With its panoramic view from Koko Head to Waiʻanae, the summit of Diamond Head was an ideal site for the coastal defense of O‘ahu. In 1904, Diamond Head was purchased by the Federal government and designated for military use.
In 1906, Secretary of War William H Taft convened the National Coast Defense Board (Taft Board) “to consider and report upon the coast defenses of the United States and the insular possessions (including Hawai‘i.)” They recommended a system of Coast Artillery batteries to protect Pearl Harbor and Honolulu.
Fortification of Diamond Head began in 1908 with the construction of gun emplacements and an entry tunnel through the north wall of the crater from Fort Ruger known as the Mule Tunnel.
Originally, the tunnel was 5-feet wide and 7-feet high which is what was required for mules. Mules were used primarily to pull narrow gauge rail cars loaded with material in and out of the crater and to the various construction points.
Fort Ruger Military Reservation was established at Diamond Head (Leʻahi) in 1906. The Reservation was named in honor of Major General Thomas H. Ruger, who served from 1871 to 1876 as the superintendent of the United States Military Academy at West Point.
The trail to the Diamond Head summit was built in 1908 as part of the US Army Coastal Artillery defense system. Entering the crater from Fort Ruger, through the Mule Tunnel, the trail scaled the steep interior western slopes of the crater to the summit.
The dirt trail with numerous switchbacks was designed for mule and foot traffic. The mules hauled materials on this trail for the construction of Fire Control Station Diamond Head located at the summit. Other materials were hoisted from the crater floor by a winch and cable to a midway point along the trail. (DLNR)
In about 1910, there was a narrow gauge railway running from the mule tunnel across the center of the crater
Between 1909-1921, the Hawaiian Coast Artillery Command had its headquarters at Fort Ruger and defenses included artillery regiments stationed at Fort Armstrong, Fort Barrette, Fort DeRussy, Diamond Head, Fort Kamehameha, Kuwa‘aohe Military Reservation (Fort Hase – later known as Marine Corps Base Hawaiʻi) and Fort Weaver.
The forts and battery emplacements were dispersed for concealment and to insure that a projectile striking one would not thereby endanger a neighbor.
The fort included Battery Harlow (1910-1943 – northern exterior;) Battery Hulings (1915-1925- (tunnels through crater wall;) Battery Dodge (1915-1925 – tunnels through east crater wall;) Battery Mills (1916-1925 – on Black Point;) Battery Birkhimer (1916-1943 – mostly below ground inside the crater;) Battery Granger Adams (1935-1946 – on Black Point (replaced Battery Mills;)) Battery 407 (1944 – tunnels through south crater wall;) and Battery Ruger (1937-1943).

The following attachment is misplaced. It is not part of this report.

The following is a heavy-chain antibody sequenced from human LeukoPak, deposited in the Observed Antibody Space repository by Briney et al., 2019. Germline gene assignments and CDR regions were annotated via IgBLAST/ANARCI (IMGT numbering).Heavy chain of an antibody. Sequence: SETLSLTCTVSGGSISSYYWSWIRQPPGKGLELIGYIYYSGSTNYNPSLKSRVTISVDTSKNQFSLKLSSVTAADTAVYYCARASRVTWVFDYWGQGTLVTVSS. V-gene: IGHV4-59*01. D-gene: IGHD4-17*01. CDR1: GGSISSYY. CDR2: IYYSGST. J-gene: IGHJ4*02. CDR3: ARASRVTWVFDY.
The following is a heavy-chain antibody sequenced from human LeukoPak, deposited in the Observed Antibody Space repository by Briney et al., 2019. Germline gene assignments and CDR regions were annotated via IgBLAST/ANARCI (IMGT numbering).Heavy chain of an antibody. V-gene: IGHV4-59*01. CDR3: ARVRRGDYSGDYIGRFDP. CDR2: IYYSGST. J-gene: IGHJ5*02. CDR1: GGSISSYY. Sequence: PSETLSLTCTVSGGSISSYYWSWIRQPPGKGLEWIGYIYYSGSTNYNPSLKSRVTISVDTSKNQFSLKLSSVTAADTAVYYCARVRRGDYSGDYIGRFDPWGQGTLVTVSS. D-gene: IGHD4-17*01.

In 1922, Mule Tunnel was enlarged to 15 feet wide by 14 feet high. A Fire Control Switchboard that had been in a shed outside the tunnel was moved into a room carved into the wall about 100 feet from the outside end. (Its name later changed to the Kapahulu Tunnel.)
The headquarters of the Harbor Defenses of Honolulu came to Fort Ruger in January 1927. In 1932 work began on a bombproof Harbor Defense Command Post (HDCP or “H” Station) built into the Kapahulu Tunnel.
During the widening of the tunnel, a larger cavern was cut into the wall of the tunnel at the downhill end, creating rooms for a Harbor Defense Command Post.
The new complex of eight rooms included the old fire control switchboard room and became the Harbor Defense Command Post. (Those rooms are now used by the Hawaii Red Cross as storage.)
In 1932 the tunnel was enlarged again, to 17 feet high to allow truck traffic. During the widening a larger cavern was cut into the wall of the tunnel at the downhill end, creating rooms for a Harbor Defense Command Post.
The Kahala Tunnel was built in the 1940s and is the public entrance today. (The Kapahulu Tunnel is used only when the Kahala Tunnel is closed for repairs or problems.)
In January 1950 Fort Ruger became the headquarters of the Hawaii National Guard. In 1955 most of the Fort Ruger reservation was turned over to Hawaii with the U.S. Army retaining the parade and Palm Circle until 1974 and the Cannon Club (officers’ club) until 1997.
The fort’s barracks area became the University of Hawaii’s Kapiʻolani Community College. (Lots of information is from DiamondHeadHike.)